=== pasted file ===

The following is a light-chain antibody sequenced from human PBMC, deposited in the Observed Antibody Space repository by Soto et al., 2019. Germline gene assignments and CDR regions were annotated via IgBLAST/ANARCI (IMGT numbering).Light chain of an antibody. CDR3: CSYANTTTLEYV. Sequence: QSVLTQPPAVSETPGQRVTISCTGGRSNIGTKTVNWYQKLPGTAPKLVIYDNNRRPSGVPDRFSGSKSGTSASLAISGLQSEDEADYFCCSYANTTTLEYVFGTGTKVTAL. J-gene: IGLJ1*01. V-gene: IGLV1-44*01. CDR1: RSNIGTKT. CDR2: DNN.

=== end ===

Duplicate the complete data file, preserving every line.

The following is a light-chain antibody sequenced from human PBMC, deposited in the Observed Antibody Space repository by Soto et al., 2019. Germline gene assignments and CDR regions were annotated via IgBLAST/ANARCI (IMGT numbering).Light chain of an antibody. CDR3: CSYANTTTLEYV. Sequence: QSVLTQPPAVSETPGQRVTISCTGGRSNIGTKTVNWYQKLPGTAPKLVIYDNNRRPSGVPDRFSGSKSGTSASLAISGLQSEDEADYFCCSYANTTTLEYVFGTGTKVTAL. J-gene: IGLJ1*01. V-gene: IGLV1-44*01. CDR1: RSNIGTKT. CDR2: DNN.